Charles Hamelin said going into his fifth and final Olympics that, win or lose, he wanted to go home with a smile on his face.
In the end, he’s coming home with much more than that.
On Wednesday, the 37-year-old gave himself a million reasons to smile in his final Olympic race as he helped Canada win gold in the men’s 5,000-metre short-track speed-skating relay.
Hamelin and Canadian teammates Steven Dubois, Jordan Pierre-Gilles and Pascal Dion finished in a winning time of six minutes, 41.25 seconds.
It’s a sixth career medal for Hamelin, who joins long-track speed skater Cindy Klassen as the only other Winter Olympian with a half-dozen podium finishes. Swimmer Penny Oleksiak is the most decorated overall, with seven medals.
The 37-year-old also joins women’s hockey players Caroline Ouellette, Jayna Hefford and Hayley Wickenheiser as the only Canadian Olympians with four gold medals.
“I’ll be smiling for a long time,” Hamelin said. “It will be glued to my face for weeks.”
South Korea won silver in 6:41.69, while Italy claimed bronze in 6:43.431.
“I just think if you put the work in, anything is possible. Finishing on top of the podium with these guys, it is living your dream,” said Hamelin.
Maxime Laoun, who skated in the seminal, joined his Canadian teammates on the podium.
“There is so much love in this team. We’re really like a family,” said Pierre-Gilles, his arms around the shoulders of Laoun and Dion. “We’ve spent some extraordinary weeks here. We’ve had a lot of fun together.”
Pierre-Gilles said that knowing it was Hamelin’s last Olympics gave the team a little extra motivation.
“He was already a legend and he had the opportunity to make history even more,” he said. “We did it for us and for him. It’s nice to know we won with him.”
Canada trailed the Koreans and Russian Olympic Committee for much of the race, before Dubois pulled Canada into second with 21 of the 45 laps to go.
With 18 laps remaining, Pierre-Gilles pushed Canada to the front of the pack and the Canadians protected that lead until Dubois crossed the finish line ahead of his South Korean rival.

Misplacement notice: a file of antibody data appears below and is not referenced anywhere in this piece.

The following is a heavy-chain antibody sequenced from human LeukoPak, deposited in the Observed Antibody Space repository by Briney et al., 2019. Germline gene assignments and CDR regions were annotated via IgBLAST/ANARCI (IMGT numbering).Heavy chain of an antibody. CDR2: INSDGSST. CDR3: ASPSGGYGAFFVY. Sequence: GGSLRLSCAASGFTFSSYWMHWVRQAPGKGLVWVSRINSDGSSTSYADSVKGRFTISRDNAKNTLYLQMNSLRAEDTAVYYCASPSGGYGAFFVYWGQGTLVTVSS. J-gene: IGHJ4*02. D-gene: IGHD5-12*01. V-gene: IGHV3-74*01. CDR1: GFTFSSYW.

“When I pushed Charles on my second to last exchange and I saw the gap with the Korean, I knew it was done,” Dion said.
After crossing the finish line, Dubois yelled and raised his fists in the air in celebration.
Hamelin said his team had already won the event at the World Cup level, but that he knew doing it at the Olympics would be “ten times more emotional.”
“I saw Steven on the ice during the last laps and we exploded with joy,” he said. “We went to see the coaches and we cried in their arms.”
Hamelin praised his teammates, saying “they pushed me for four years and I pushed them also so they accomplished great things in Beijing.”
Dubois, meanwhile, has now won three medals – one of every colour – at the Beijing Games. He had earlier won silver in the 1,500 and bronze in the 500.
“It means so much. We had such a crazy season, and we wanted to show so bad what we could do. I saw on the last two exchanges that there were some small gaps and thought, ‘This is it,’” Dubois said.
The 24-year-old of Terrebonne, Que., becomes the second Canadian Olympian to complete the medal set in Beijing. Long-track speed skater Isabelle Weidemann won a gold, bronze and silver on the Ice Ribbon oval.
“I came here without too much pressure and even if I was nervous before my races, I had confidence in my abilities,” he said. “I didn’t have the feeling that I had to win at all costs and that’s something to remember for the next competitions.
“Yes, we’re here to win, but when you manage to have fun it helps to win.”
Women’s short track team members Kim Boutin and Courtney Sarault, who skated in the B final of the 1,500 metres, were able to forget their disappointment for a few moments as they greeted their winning teammates with hugs.
Hamelin, from Saint-Julie, Que., now has four Olympic gold medals to go along with one silver and one bronze. He last topped an Olympic podium in Sochi in 2014 in the men’s 1,500.
In recent years, he’s also become a mentor and an inspiration to the younger skaters, coach Sebastien Cros said Wednesday.
“Young people see Charles, his medals, his journey, and he’s always serious about what he does,” Cros said.
“These are things that young people sometimes find difficult to understand, things that take time. We can explain it, but the athletes can see it with him and that is priceless.”
This new generation got a chance on Wednesday to see one of Canada’s greatest Olympic athletes in action.
Hamelin still has one final race next month, when the World Short Track Championships come to Montreal.
He promises he’ll be there. And there’s a good chance he’ll still be smiling.
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